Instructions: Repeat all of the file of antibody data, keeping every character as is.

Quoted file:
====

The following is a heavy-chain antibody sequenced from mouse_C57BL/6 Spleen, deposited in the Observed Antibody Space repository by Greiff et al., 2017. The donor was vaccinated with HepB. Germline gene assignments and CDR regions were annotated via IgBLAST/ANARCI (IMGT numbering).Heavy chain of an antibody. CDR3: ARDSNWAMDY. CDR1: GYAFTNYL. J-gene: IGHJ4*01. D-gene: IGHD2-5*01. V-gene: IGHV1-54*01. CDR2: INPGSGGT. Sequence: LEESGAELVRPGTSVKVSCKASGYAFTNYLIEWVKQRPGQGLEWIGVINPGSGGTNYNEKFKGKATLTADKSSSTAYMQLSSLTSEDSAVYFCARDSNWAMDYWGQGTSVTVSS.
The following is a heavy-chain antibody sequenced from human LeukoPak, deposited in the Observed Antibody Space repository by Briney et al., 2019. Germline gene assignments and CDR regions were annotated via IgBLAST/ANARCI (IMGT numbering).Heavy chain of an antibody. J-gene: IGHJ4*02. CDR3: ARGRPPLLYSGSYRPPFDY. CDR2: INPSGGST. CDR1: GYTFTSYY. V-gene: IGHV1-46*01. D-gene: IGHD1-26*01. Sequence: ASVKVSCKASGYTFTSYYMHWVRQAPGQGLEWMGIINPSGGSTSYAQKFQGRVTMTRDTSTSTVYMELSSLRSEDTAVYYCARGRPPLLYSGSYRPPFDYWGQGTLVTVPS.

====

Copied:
The following is a heavy-chain antibody sequenced from mouse_C57BL/6 Spleen, deposited in the Observed Antibody Space repository by Greiff et al., 2017. The donor was vaccinated with HepB. Germline gene assignments and CDR regions were annotated via IgBLAST/ANARCI (IMGT numbering).Heavy chain of an antibody. CDR3: ARDSNWAMDY. CDR1: GYAFTNYL. J-gene: IGHJ4*01. D-gene: IGHD2-5*01. V-gene: IGHV1-54*01. CDR2: INPGSGGT. Sequence: LEESGAELVRPGTSVKVSCKASGYAFTNYLIEWVKQRPGQGLEWIGVINPGSGGTNYNEKFKGKATLTADKSSSTAYMQLSSLTSEDSAVYFCARDSNWAMDYWGQGTSVTVSS.
The following is a heavy-chain antibody sequenced from human LeukoPak, deposited in the Observed Antibody Space repository by Briney et al., 2019. Germline gene assignments and CDR regions were annotated via IgBLAST/ANARCI (IMGT numbering).Heavy chain of an antibody. J-gene: IGHJ4*02. CDR3: ARGRPPLLYSGSYRPPFDY. CDR2: INPSGGST. CDR1: GYTFTSYY. V-gene: IGHV1-46*01. D-gene: IGHD1-26*01. Sequence: ASVKVSCKASGYTFTSYYMHWVRQAPGQGLEWMGIINPSGGSTSYAQKFQGRVTMTRDTSTSTVYMELSSLRSEDTAVYYCARGRPPLLYSGSYRPPFDYWGQGTLVTVPS.